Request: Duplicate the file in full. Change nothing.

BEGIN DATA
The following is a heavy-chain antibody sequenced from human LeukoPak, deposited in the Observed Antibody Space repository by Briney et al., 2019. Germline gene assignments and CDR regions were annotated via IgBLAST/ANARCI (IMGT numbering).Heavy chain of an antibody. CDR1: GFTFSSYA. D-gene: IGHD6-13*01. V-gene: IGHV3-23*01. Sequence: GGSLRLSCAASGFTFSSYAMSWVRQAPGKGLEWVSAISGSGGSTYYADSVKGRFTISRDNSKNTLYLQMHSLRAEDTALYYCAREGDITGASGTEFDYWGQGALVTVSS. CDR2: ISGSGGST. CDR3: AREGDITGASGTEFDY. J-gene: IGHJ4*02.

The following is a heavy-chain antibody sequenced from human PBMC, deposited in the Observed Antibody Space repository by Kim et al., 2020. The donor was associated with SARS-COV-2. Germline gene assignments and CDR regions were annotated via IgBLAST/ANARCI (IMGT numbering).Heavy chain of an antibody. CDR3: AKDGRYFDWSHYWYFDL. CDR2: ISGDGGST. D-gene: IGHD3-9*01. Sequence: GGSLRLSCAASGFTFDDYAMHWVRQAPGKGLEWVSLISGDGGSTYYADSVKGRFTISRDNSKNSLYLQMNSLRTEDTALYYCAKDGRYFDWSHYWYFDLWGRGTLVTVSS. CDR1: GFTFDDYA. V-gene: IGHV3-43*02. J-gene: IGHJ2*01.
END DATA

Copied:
The following is a heavy-chain antibody sequenced from human LeukoPak, deposited in the Observed Antibody Space repository by Briney et al., 2019. Germline gene assignments and CDR regions were annotated via IgBLAST/ANARCI (IMGT numbering).Heavy chain of an antibody. CDR1: GFTFSSYA. D-gene: IGHD6-13*01. V-gene: IGHV3-23*01. Sequence: GGSLRLSCAASGFTFSSYAMSWVRQAPGKGLEWVSAISGSGGSTYYADSVKGRFTISRDNSKNTLYLQMHSLRAEDTALYYCAREGDITGASGTEFDYWGQGALVTVSS. CDR2: ISGSGGST. CDR3: AREGDITGASGTEFDY. J-gene: IGHJ4*02.

The following is a heavy-chain antibody sequenced from human PBMC, deposited in the Observed Antibody Space repository by Kim et al., 2020. The donor was associated with SARS-COV-2. Germline gene assignments and CDR regions were annotated via IgBLAST/ANARCI (IMGT numbering).Heavy chain of an antibody. CDR3: AKDGRYFDWSHYWYFDL. CDR2: ISGDGGST. D-gene: IGHD3-9*01. Sequence: GGSLRLSCAASGFTFDDYAMHWVRQAPGKGLEWVSLISGDGGSTYYADSVKGRFTISRDNSKNSLYLQMNSLRTEDTALYYCAKDGRYFDWSHYWYFDLWGRGTLVTVSS. CDR1: GFTFDDYA. V-gene: IGHV3-43*02. J-gene: IGHJ2*01.